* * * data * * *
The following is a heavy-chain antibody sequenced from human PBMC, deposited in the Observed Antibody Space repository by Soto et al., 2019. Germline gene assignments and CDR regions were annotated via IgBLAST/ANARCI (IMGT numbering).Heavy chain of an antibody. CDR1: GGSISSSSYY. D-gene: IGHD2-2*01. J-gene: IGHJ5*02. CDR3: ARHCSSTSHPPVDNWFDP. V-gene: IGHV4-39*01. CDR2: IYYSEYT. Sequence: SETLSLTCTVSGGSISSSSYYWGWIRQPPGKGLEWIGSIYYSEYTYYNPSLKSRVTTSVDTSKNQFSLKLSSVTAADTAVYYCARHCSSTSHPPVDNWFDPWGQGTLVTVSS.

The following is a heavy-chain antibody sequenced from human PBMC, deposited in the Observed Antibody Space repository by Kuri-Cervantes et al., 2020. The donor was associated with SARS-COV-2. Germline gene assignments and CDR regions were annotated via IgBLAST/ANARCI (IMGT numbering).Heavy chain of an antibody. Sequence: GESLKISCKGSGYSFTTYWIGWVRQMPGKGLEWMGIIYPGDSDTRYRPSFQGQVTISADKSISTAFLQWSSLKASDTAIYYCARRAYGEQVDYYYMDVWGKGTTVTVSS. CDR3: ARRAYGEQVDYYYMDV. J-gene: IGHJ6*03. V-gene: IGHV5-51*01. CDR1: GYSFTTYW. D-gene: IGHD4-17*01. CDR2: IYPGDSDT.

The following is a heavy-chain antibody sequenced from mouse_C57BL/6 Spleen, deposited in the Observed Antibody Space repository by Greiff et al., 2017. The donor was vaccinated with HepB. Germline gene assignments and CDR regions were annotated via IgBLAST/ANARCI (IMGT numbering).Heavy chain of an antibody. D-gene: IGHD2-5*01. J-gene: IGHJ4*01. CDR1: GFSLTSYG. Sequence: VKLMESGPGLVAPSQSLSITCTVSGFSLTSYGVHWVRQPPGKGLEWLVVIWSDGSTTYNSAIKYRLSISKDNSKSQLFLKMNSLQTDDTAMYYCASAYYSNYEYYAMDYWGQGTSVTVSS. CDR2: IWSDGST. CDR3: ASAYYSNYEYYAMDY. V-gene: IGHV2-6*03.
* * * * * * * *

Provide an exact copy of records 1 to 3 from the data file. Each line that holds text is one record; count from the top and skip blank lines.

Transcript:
The following is a heavy-chain antibody sequenced from human PBMC, deposited in the Observed Antibody Space repository by Soto et al., 2019. Germline gene assignments and CDR regions were annotated via IgBLAST/ANARCI (IMGT numbering).Heavy chain of an antibody. CDR1: GGSISSSSYY. D-gene: IGHD2-2*01. J-gene: IGHJ5*02. CDR3: ARHCSSTSHPPVDNWFDP. V-gene: IGHV4-39*01. CDR2: IYYSEYT. Sequence: SETLSLTCTVSGGSISSSSYYWGWIRQPPGKGLEWIGSIYYSEYTYYNPSLKSRVTTSVDTSKNQFSLKLSSVTAADTAVYYCARHCSSTSHPPVDNWFDPWGQGTLVTVSS.

The following is a heavy-chain antibody sequenced from human PBMC, deposited in the Observed Antibody Space repository by Kuri-Cervantes et al., 2020. The donor was associated with SARS-COV-2. Germline gene assignments and CDR regions were annotated via IgBLAST/ANARCI (IMGT numbering).Heavy chain of an antibody. Sequence: GESLKISCKGSGYSFTTYWIGWVRQMPGKGLEWMGIIYPGDSDTRYRPSFQGQVTISADKSISTAFLQWSSLKASDTAIYYCARRAYGEQVDYYYMDVWGKGTTVTVSS. CDR3: ARRAYGEQVDYYYMDV. J-gene: IGHJ6*03. V-gene: IGHV5-51*01. CDR1: GYSFTTYW. D-gene: IGHD4-17*01. CDR2: IYPGDSDT.

The following is a heavy-chain antibody sequenced from mouse_C57BL/6 Spleen, deposited in the Observed Antibody Space repository by Greiff et al., 2017. The donor was vaccinated with HepB. Germline gene assignments and CDR regions were annotated via IgBLAST/ANARCI (IMGT numbering).Heavy chain of an antibody. D-gene: IGHD2-5*01. J-gene: IGHJ4*01. CDR1: GFSLTSYG. Sequence: VKLMESGPGLVAPSQSLSITCTVSGFSLTSYGVHWVRQPPGKGLEWLVVIWSDGSTTYNSAIKYRLSISKDNSKSQLFLKMNSLQTDDTAMYYCASAYYSNYEYYAMDYWGQGTSVTVSS. CDR2: IWSDGST. CDR3: ASAYYSNYEYYAMDY. V-gene: IGHV2-6*03.